I, for One, Welcome our New Interbred, Hybrid Overlords

March 27, 2015

termites500Lindsay Abrams in Salon:

In the latest indication that climate change is going to affect us in strange and horrible ways, University of Florida entomologists have documented how unusual weather patterns appear to be causing the swarming seasons of the two species — the Asian and Formosan termites — to overlap for the first time, giving them an opportunity to meet and mate. (In fact, they say, male Asian termites seem to prefer Formosan females over their own species, further increasing the rate at which this is happening.)

Their study, published in the journal PLoS ONE, documents how this phenomenon is facilitating the development of brand-new hybrid colonies, capable of developing twice as fast as their parent species. The scientists aren’t sure yet whether the super termite itself can reproduce, which would bring even more problems — like the potential for the new species to itself invade other areas beyond Florida. But they’re worried either way.

“Because a termite colony can live up to 20 years with millions of individuals, the damaging potential of a hybrid colony remains a serious threat to homeowners even if the hybrid colony does not produce fertile winged termites,” author Nan-Yao Su explained in a statement. Or, as the study puts it, “a kick from a mule is as good as a kick from a donkey.”

And it may be a harsh kick indeed. Asian and Formosan termites already cost as much as $40 billion in damage each year, globally. And that’s nothing, the authors say, compared to what’s coming for Florida: they predict Florida will experience “dramatically increased damage to structures in the near future.”

The study authors point to the unusually warm winters of 2013 and 2014 as reason for the overlap of mating seasons between the two species.

Hybridization of Two Major Termite Invaders as a Consequence of Human Activity – PLOS One:

There is also mounting evidence that warming environments resulting from climate change can be an important factor contributing to such hybridization, either by altering the species distribution, or temporally shifting the mating season of species.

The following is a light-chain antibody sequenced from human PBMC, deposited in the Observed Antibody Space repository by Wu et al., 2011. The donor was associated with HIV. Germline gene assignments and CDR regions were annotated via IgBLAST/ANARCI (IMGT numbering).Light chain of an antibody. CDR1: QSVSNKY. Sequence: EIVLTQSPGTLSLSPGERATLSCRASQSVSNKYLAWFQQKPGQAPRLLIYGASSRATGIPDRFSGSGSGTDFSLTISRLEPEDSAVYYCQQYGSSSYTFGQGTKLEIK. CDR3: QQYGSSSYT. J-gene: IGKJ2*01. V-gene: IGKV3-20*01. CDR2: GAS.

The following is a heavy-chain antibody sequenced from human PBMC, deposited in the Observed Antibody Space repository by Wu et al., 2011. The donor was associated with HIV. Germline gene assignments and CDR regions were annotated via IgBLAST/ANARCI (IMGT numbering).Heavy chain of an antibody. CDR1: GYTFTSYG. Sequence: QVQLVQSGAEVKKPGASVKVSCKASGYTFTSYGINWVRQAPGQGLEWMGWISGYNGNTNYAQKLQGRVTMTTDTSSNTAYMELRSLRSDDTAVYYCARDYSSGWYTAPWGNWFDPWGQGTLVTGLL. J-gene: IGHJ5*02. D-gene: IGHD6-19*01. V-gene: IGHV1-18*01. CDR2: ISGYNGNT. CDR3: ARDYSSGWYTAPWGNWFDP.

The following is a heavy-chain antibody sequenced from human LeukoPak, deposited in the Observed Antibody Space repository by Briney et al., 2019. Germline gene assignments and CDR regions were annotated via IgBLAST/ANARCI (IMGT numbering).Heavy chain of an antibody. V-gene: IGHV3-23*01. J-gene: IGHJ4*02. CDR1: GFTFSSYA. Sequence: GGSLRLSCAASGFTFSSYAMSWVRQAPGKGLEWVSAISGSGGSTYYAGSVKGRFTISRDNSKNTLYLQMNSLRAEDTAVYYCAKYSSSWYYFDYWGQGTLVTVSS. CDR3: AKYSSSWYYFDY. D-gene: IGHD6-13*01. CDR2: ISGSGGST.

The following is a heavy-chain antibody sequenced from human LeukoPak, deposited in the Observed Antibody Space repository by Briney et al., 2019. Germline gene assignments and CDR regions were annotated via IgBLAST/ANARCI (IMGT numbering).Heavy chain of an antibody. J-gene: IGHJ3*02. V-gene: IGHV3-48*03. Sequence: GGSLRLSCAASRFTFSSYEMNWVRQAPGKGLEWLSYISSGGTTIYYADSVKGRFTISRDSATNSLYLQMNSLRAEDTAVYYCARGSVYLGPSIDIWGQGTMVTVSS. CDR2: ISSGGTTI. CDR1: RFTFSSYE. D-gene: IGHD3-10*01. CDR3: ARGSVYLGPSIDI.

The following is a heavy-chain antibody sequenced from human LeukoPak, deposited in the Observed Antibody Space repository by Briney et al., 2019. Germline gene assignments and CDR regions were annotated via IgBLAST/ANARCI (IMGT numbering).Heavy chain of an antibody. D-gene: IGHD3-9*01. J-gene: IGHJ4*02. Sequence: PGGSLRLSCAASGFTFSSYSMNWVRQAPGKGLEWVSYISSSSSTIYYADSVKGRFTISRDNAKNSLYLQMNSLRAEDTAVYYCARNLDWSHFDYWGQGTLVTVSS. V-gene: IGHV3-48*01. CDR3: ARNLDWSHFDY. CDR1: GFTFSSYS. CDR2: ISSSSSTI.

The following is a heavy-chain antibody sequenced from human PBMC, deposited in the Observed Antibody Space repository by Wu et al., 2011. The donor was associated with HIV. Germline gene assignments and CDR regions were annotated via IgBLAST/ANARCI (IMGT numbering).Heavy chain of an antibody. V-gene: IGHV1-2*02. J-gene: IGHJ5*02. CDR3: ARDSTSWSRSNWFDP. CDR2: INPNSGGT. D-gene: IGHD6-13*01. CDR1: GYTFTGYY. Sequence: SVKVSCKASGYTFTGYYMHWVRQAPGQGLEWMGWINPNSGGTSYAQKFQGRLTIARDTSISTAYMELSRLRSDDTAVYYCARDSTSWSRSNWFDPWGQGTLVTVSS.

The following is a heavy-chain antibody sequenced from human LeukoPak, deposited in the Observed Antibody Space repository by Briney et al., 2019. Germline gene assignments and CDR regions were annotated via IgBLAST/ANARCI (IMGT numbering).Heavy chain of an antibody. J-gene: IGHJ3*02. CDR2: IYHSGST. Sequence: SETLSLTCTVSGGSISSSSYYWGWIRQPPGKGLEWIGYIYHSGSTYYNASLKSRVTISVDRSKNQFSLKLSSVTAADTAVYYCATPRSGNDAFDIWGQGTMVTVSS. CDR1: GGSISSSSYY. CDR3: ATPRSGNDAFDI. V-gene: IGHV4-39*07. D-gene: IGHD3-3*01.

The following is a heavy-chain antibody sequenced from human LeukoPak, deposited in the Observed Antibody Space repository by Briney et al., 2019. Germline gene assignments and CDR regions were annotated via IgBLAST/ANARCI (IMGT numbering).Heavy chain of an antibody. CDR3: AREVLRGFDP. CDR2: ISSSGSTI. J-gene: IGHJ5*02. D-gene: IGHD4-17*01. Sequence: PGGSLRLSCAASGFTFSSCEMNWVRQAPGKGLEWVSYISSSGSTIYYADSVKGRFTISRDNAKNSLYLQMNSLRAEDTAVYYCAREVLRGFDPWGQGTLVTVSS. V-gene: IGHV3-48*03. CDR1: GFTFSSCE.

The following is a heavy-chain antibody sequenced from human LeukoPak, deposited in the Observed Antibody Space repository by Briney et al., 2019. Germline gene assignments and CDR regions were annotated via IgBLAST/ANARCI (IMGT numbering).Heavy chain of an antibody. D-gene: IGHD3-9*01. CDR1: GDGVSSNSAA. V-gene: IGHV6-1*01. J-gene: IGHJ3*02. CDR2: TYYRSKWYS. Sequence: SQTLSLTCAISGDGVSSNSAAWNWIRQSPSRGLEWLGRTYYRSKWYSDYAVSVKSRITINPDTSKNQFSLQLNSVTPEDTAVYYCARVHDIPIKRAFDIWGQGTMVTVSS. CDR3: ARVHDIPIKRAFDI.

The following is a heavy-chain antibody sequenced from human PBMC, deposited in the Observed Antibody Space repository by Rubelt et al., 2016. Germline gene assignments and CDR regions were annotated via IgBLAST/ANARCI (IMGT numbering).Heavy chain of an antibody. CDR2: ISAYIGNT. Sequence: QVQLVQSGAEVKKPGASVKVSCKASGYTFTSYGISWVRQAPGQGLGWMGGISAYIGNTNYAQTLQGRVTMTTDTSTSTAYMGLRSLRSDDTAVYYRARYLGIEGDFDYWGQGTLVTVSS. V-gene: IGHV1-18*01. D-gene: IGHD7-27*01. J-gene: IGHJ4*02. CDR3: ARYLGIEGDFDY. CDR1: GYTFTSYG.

While the hybridization of non-native species with native species has been documented in a wide range of organisms, including plants, amphibians, fishes, mammals and insects, few cases of hybridization involving two invasive species in non-native areas have been described. One such case is the hybridization of two invasive fire ant species Solenopsis invicta × S. richteri where a hybrid zone is now fully established in the Southern United States.
To a lesser extent, gene introgression from the Africanized honey bee to European honey bee populations Apis mellifera subspecies has become a problem for human activity in North and South America.

7 Responses to “I, for One, Welcome our New Interbred, Hybrid Overlords”

  1. Andy Lee Robinson Says:

    Florida not the best place to start a new underground empire!

    • John Scanlon Says:

      Yes, but how long will this be a problem? – termites can’t breathe underwater.

      • Andy Lee Robinson Says:

        John, I think that was my point!

        • dumboldguy Says:

          Yep, that’s exactly the point, and I was thinking along the same lines, but figured “why bother” replying to a post that was interesting but not as significant as Antarctica sliding into the ocean, for instance.

          You’ve actually missed John’s point, Andy. He was obviously extending the idea of hybridization between invasive species to the next step. Termites hybridizing with one of the many invasive fish species that abound in FL because people dump their aquariums in the nearest body of water when they get bored with them (see snakefish in the Potomac).

          Once termites have gills, they will be OK living in the “new” Florida. Remember, FL is the state that elected Rick Scott, so it’s no stretch to think that it will soon have underwater termites (to go along with the flying pigs, but that’s really politics, not science).

  2. Richard Says:

    The virus called Homo sapiens will soon be gone, but the effects of that species existence on the biosphere will echo through the coming millennia.

    Humanity has significantly changed the course of Life on Earth and one of the most significant of those changes will be its own self-inflicted extinction.

    Earth still has around a billion years or so to evolve before changes in the sun make Life here impossible. Perhaps before then a new species will evolve that will accomplish what humans never could: civilisation.

  3. andrewfez Says:

    Yes, but can they be ate?

    • dumboldguy Says:

      Yes, they can be ate. With a side order of grits and a shot of Texas Pete, of course.

      And if you want to get serious, a termiteburger would be better for you and the environment than a beefburger or “eat more chiken”.


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